Narrowing his focus to Denmark, he notes that it is often disparaged by President Trump and other conservatives as “socialist.” In fact, Denmark’s economy is more open to capital investment and trade than America’s. And its capital-gains and estate-tax rates are lower. Zakaria acknowledges that income-tax and sales-tax rates are much higher in Denmark than in America. But in return, Danish middle-class and poorer families receive state-funded universal health care, free education through graduate school, worker-retraining programs more available and generous than in the States, superior infrastructure including public transportation, and dozens more annual vacation days.

 The author diplomatically but persuasively concludes:

 I think most Americans would choose the Danish model. More than just the free education and nice trains, the overwhelming advantage of Nordic “flexicurity” is that it embraces the dynamism at the heart of the modern, globalized world and yet eases the anxieties it produces. And these anxieties, of course, have reached new heights amid the pandemic.


            When first encountering Zakaria’s new title, I wondered whether he and his publishers might not be jumping the gun. How could he confidently and competently discuss a post-pandemic world when the pandemic’s duration and long-term damage remain unknowable?  In late October, the number of COVID cases is increasing in 47 of 50 U.S. states; the aggregate national total is unprecedented. Much of Europe is also reeling. Peaking hospitalizations are overwhelming resources. Some statistical models project U.S, pandemic deaths to double within three months. True, several candidate vaccines are in clinical trials worldwide. But their target dates for mass distribution keep slipping. On Zakaria’s own CNN show in October, Bill Gates, wearing his public-health philanthropist hat, speculated that the coronavirus might be with us for at least two more years. And to complicate mitigation prospects, President Trump continues to downplay the virus’s seriousness and to mock epidemiology experts and safety precautions. In this tumultuous climate, isn’t post-pandemic strategizing presumptuous?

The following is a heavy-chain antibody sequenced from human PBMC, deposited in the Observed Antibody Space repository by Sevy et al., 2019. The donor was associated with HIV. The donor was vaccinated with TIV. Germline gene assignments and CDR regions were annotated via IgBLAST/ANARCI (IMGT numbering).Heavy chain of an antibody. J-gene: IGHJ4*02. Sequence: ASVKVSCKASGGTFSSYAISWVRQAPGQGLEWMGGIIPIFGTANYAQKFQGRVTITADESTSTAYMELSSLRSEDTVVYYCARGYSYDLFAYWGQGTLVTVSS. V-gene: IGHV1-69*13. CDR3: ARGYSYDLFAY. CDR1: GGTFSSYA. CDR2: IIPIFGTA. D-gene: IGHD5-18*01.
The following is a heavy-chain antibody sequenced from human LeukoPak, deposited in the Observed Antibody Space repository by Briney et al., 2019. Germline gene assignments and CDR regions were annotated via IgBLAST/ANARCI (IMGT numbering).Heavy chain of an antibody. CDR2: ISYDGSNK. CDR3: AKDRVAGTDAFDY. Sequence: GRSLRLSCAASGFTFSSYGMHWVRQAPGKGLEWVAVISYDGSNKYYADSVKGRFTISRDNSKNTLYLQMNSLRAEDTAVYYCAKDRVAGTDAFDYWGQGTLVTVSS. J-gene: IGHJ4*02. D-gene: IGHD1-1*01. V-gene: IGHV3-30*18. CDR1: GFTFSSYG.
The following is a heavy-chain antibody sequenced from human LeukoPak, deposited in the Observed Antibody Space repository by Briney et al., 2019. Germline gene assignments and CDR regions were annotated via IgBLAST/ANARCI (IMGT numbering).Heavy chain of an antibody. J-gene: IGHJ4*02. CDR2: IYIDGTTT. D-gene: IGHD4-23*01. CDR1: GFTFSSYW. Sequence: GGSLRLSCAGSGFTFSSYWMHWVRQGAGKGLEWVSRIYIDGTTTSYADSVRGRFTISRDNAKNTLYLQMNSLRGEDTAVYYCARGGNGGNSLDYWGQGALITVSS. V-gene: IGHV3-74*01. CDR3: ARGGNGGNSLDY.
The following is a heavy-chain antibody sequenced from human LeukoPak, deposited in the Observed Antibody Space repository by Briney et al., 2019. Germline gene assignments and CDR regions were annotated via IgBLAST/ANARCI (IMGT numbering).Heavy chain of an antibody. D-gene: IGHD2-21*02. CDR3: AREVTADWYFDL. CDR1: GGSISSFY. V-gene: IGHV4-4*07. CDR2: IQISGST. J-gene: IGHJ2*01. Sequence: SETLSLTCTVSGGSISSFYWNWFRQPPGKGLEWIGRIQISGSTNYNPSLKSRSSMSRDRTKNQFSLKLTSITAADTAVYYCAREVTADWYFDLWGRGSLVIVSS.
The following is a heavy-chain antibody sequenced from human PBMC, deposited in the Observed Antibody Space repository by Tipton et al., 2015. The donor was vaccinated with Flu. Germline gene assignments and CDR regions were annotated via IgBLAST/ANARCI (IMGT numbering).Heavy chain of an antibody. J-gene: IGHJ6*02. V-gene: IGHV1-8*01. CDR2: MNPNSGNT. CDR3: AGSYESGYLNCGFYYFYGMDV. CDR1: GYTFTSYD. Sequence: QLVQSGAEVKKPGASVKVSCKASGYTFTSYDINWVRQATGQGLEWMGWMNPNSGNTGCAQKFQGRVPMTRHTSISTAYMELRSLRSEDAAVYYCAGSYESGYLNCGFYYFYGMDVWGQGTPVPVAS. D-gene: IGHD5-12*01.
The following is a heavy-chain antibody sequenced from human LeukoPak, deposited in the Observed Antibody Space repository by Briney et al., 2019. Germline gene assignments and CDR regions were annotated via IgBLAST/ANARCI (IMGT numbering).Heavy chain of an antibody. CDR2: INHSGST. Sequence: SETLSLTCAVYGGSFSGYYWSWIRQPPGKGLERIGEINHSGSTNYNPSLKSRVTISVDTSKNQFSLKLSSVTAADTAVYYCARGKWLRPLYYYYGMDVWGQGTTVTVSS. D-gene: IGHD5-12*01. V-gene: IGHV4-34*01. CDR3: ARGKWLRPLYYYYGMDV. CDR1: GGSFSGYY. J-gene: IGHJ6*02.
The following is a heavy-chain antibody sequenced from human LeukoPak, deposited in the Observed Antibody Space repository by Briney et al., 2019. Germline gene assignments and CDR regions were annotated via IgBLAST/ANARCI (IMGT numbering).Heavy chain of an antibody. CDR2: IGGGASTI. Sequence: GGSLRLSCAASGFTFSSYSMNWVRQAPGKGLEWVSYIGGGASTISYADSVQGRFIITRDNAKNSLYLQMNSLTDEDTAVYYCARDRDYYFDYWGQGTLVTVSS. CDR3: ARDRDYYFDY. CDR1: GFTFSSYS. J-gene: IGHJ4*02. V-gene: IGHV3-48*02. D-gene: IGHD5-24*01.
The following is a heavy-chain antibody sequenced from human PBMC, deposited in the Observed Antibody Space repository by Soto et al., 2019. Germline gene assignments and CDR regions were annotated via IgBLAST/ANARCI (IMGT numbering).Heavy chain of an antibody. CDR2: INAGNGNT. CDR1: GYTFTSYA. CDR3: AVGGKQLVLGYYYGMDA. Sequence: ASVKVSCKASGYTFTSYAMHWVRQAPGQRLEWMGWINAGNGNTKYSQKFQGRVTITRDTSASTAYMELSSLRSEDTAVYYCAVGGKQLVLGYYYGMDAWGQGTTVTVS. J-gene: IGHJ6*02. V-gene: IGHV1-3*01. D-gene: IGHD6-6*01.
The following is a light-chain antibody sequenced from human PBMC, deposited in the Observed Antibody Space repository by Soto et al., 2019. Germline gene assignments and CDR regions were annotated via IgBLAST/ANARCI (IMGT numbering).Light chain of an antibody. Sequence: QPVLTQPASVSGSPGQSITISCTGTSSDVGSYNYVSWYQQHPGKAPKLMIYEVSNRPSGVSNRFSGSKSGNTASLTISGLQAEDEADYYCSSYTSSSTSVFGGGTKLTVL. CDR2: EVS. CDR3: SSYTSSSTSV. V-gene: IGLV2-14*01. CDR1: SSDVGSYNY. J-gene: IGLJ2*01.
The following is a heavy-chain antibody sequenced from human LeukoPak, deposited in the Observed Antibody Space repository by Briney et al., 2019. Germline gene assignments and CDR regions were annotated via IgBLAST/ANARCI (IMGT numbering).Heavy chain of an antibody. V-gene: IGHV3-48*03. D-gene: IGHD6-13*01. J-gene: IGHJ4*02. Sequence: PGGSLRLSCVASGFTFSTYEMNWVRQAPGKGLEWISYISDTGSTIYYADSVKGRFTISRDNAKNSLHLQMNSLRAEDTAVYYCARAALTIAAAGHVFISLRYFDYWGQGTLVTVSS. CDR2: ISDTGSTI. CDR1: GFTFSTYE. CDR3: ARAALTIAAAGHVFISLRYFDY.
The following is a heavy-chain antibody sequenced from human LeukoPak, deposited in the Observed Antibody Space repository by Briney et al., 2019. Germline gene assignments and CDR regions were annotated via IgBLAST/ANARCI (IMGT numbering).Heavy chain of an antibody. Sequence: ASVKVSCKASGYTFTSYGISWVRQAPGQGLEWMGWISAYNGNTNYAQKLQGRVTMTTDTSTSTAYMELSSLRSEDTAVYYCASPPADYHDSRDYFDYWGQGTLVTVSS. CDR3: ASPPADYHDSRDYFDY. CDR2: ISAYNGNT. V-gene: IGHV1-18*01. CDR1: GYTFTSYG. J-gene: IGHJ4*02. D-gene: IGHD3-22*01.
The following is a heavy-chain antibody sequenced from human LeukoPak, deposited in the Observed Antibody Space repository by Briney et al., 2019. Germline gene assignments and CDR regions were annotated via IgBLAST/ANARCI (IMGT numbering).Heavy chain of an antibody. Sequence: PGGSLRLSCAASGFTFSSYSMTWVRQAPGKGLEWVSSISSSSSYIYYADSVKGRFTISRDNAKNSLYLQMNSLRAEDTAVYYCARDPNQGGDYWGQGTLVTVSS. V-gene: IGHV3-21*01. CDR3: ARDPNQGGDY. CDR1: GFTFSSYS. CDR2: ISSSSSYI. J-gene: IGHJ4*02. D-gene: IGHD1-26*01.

But I’m also aware that there’s a risk, for concerned citizens as well as for policy-makers, of becoming so obsessed with breaking-news headlines that we lose track of precedents, context and prospects. Preoccupation with soundbites and campaign ads should not distract us from preparing for coming years and coming crises. Looking ahead is a prerequisite for staying ahead. In a basic sense, committing to strategic planning is the core purpose of this book. Not merely forecasting what the future may look like, but advocating policies to shape it.

            In his Introduction, Zakaria writes about the coronavirus pandemic with characteristic vision and acuity. He synthesizes the history of plagues, from ancient times to today. He attributes the new virus’s global penetration and pace to “nature’s revenge,” an ecological reaction to the destruction of habitat by reckless pursuit of short-term profits. He places the new crisis in context, aligning it at decade intervals with two other era-defining shocks: the 9/11 terrorist attack and the 2008-09 Great Recession. He draws hope from scientific precedents, most notably, the international collaboration to eradicate smallpox, successfully concluded in 1980. (I loved the quote, “Outbreaks are inevitable but pandemics are optional.”) Zakaria joins diverse experts in insisting that public-health vigilance and economic restoration are synergistic, not antithetical.

            Along the way, the author spices his pandemic recap with intriguing insights. The devastating 1918-19 Spanish flu received its name not because it originated in Spain but because that country was a World-War-I noncombatant. Therefore, unlike its equally infected neighbors, it did not censor news. The unintended consequence was that the only information about this pandemic was emerging from, and associated with, Spain. More seriously, I was startled to read that the three leading public-health guidelines during that crisis were social-distancing, mask-wearing and hand-washing. One hundred years later, for all of our scientific and technological progress, we’ve added only infection-testing and contact-tracing to that regimen.     

            In Zakaria’s analysis, COVID-19 is distracting from or complicating all the political, economic and technological issues addressed in his new book. In several cases, like populism and inequality, that disruption is not merely a pause but an exacerbater. In others, like urbanization, he interprets this derailment as an invitation to rethink and reform economic and social practices.